• Cons – You have to do it yourself, and you have much less control over the design and functionality of your site.
  • WordPress.org (different from WordPress.com, despite the name)
    • Cons – You (or your web design expert) must do regular maintenance on the plugins, security, and core WP files
    • Pros – Massively adaptable to nearly any need or design, and easily scales up with your business.


  • Write your content BEFORE you try to build a website. Of course, when your web designer begins to create the layout, it will change your ideas about content, but the whole process will go so much faster if you know what you want to say about yourself.
  • A website is really just like a book, with a Title, Chapter Headings, Table of Contents, etc.
  • At the very least, consider an outline. It may all change once you start discussing with your web designer, but it’s a great jumping-off point
  • A website must:
    • Clearly convey the service you offer.
    • Convince site visitors that they like you AND trust you.
    • Persuade site visitors to do what the site requests (i.e. pick up the phone, fill out a form, buy a product.)

SEO (Search Engine Optimization)

Basically, you want to make sure that your site is set up so that the search engines understand your content and know how to deliver it to people searching for your content. Entire businesses are created just to fix SEO, and I can’t go into all of it here, but a few points to consider when building a new site:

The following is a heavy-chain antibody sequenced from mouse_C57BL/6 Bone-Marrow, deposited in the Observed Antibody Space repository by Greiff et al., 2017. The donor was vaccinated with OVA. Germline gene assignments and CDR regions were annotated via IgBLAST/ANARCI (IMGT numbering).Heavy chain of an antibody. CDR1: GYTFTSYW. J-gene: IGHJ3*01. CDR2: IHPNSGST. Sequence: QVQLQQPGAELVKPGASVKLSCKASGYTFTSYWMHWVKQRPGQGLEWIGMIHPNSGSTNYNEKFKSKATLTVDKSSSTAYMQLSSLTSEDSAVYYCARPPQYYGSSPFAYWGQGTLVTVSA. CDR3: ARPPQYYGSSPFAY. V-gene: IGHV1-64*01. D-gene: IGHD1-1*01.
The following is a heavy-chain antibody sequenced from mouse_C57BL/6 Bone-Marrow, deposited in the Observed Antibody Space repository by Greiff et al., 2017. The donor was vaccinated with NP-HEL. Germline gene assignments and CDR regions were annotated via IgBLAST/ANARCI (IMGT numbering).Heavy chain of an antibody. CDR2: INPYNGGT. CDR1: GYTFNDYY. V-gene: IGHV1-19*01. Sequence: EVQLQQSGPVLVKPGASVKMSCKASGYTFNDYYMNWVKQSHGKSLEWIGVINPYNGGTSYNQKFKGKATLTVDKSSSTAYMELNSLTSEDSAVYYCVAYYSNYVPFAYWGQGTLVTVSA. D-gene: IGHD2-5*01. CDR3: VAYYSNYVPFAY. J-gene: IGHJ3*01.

• What keyword phrases are you hoping to be found under in the searches? Do your keyword research.
  • Search engines wants to know that you are an authority in the subject you are writing about, so the better your content, the better your ranking on the search engines.
  • Structure your site correctly.
  • Keep your site content fresh and update regularly.
  • Create new content that provides benefit to your site visitors and answers their questions.
  • Share your content on social media.

If you’re curious about SEO for your own small business website, that’s something I can help with, so please let me know.

Social Media

I am by no means an expert on social media marketing, so what follows is my own opinion, not verified fact. I have clients who are concerned about whether they should create a platform on every single social media platform out there, and I say no. If you love a particular social media platform, that’s the one (or two) that you should use. If you hate social media, don’t create an account, and then abandon it.  Best scenario is to find the one your potential clients use, and then go for it. (Selling cupcakes? Use Pinterest. Selling snowboards? Try Instagram.) Engage people. Join groups. Answer questions. Be generous. Social media is a giant perpetual cocktail party—a lot of give and take. If that’s not your thing, then either don’t do it, or hire someone who is good at that kind of thing.

Top Considerations (as of this writing)

  • Facebook – Professional Page
  • Twitter
  • Youtube
  • Instagram

Review Sites

What are the review sites for your particular kind of business? Be sure to get yourself set up on those if it’s appropriate. Reviews matter! A lot.

  • Yelp
  • Trip Advisor
  • Google
  • Facebook Reviews
  • Amazon Reviews

I hope this post helps you with some of the things you’ll want to take into consideration when talking to designers about a website for your new business. If you’re a new business owner and have questions that aren’t answered here, please let me know, and I’ll see if I can get back to you with an answer.